“It’s about aligning our product with the market,” Oborne said, “in culinary in particular. Over the last several years, the community colleges, even BOCES and some of the high schools, they’ve built up these culinary programs that have been competing with Paul Smith’s.”

Placey said the psychology degree has seen less than expected enrollment, despite the college acquiring a great professor from Green Mountain College.

“We’ve seen an increase in enrollment there, not as significant as I would like it to be,” Placey said.

Green Mountain College in Poultney, Vermont, closed in May with an undergraduate class of around 450. Paul Smith’s, along with eight other colleges and universities, vied for the remaining undergraduates and Paul Smith’s College got around 11 of them.

Placey said the college has several international students coming this year, for the first time in several years. The students hail from China, Australia, Canada and one from Ethiopia.

Oborne said students come from 22 states, too, up from 18 states last year.

Placey said the college has followed the marketing of larger commercial brands and several years ago began geo-fencing advertisements at all New York community colleges, 200 “feeder” high schools and 25 military bases. This means advertisements for the college pop up on users’ devices when they are within the boundaries of these institutions.

Oborne said the college was proud to accept 24 Eagle Scout students this year, making up a significant portion of the 70 the college has seen overall.

The male-female percentage has shifted recently, from around a 70-30% split to a 66-34% split, measured by incoming class.

Placey said the college is working to increase diversity, with around 18% of its incoming class being diverse, making up 12% across all grade levels.


Oborne said declining enrollment numbers have not impacted the school’s endowment, which she estimated at being around $30 million.

“We have not tapped our endowment in order to compensate for the enrollment challenges that we’ve had in the past few years,” Oborne said. “We have taken some institutional funds … last year, specifically to kick-start some growth initiatives.”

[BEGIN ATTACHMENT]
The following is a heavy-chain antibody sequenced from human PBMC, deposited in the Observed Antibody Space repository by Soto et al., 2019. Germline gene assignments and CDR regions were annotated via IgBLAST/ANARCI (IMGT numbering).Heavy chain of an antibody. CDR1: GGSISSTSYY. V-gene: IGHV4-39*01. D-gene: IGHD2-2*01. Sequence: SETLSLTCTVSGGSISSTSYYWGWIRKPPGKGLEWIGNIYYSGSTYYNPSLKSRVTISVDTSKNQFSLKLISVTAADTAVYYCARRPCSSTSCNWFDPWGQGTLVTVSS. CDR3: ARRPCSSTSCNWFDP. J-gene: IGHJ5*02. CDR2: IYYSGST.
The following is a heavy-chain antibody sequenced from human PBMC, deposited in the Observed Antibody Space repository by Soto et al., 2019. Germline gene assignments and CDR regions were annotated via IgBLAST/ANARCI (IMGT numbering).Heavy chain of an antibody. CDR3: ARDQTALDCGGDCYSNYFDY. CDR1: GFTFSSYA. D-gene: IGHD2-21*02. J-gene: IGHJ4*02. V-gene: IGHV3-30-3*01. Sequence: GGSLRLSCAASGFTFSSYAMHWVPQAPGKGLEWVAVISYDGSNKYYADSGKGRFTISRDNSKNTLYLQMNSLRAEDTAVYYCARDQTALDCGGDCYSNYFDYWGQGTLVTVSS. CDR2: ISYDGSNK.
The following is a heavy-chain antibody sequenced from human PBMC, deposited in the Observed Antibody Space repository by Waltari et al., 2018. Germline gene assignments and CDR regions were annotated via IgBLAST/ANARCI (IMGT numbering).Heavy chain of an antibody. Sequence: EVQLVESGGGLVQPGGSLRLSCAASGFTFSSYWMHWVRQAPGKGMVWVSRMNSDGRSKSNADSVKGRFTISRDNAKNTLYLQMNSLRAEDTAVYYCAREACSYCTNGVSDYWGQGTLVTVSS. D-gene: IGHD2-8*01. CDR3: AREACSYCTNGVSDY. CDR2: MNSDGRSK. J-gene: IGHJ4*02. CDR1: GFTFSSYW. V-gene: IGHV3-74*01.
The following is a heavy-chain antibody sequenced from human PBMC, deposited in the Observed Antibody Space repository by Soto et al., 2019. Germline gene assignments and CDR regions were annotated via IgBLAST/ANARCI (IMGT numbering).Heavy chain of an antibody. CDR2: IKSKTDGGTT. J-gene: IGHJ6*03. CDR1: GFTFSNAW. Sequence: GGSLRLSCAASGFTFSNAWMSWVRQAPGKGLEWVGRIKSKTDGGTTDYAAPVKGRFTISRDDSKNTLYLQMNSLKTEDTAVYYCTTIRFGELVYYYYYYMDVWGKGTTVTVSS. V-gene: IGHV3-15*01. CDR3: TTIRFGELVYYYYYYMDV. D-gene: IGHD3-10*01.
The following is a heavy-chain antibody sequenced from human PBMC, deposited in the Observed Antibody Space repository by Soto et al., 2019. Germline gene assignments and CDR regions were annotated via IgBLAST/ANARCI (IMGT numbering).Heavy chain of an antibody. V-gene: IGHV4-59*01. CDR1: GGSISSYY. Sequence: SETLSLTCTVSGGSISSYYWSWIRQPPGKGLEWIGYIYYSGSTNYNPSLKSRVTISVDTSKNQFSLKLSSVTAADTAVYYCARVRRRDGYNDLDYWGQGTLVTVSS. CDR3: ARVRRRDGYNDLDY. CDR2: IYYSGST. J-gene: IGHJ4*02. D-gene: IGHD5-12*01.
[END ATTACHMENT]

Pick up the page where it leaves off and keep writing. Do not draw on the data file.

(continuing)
She specifically mentioned the women’s hockey team, which is directed by Andrea Kilbourne-Hill, a 2002 Olympic silver medalist from Saranac Lake. Oborne said the college is looking to conduct an Olympic sports expansion, including its Nordic ski program.

“One of the big ideas is to really put this place on the map as a go-to educational center for starting Olympians,” Oborne said. “That is particularly timely right now because in 2023 we have the (Winter) World University Games (in Lake Placid), so students who enroll as freshmen, or even as sophomores at this point, will have the opportunity to do something and be part of those games.”

She also said that after response to an esports (electronic sports) event at last year’s New York State Empire Games was “off the charts,” the college is introducing an esports club and is looking to develop a competition space on campus, with the long-term goal of hosting an international tournament at the college.

The money drawn out for growth initiatives is an annual 4.5 to 5% draw from the endowment, which does not tap into the core of the money block.

“The purpose of the endowment is to keep that invested,” Oborne said. “Then it generates income and it throws off interest income.”

That draw equals around $1.5 million each year, but Placey said it is not detrimental to the overall sum.

“We’re not robbing Peter to pay Paul,” he said. “I mean, we’re not in the fat cow era right now of the stock market … but it hasn’t lost anything.”

He said a 5% annual draw from endowment is common at colleges.

The college gets a lot of money from donations, but dollar-wise, not much from alumni.

“We just simply do not have a strong alumni donorship base,” Oborne said. “It’s very unusual for a college to have most of its philanthropy come from non-alumni sources.

“We do have, obviously, an awful lot, thousands of alumni who donate, so I don’t want to discount that. But on a dollar-for-dollar basis, it’s generally not coming from the alumni. … For the most part, our philanthropy comes from our neighbors here seasonally and around the lake from people who have had great experiences with the college, or people who believe in what we’re doing even if they weren’t not students.”

She said the college’s focus on environmental sciences is a draw for donors, too, with many donating for the college-run Adirondack Watershed Institute.

“People who recognize that environmental impact that we’re working on, that’s where most of it comes from,” Oborne said.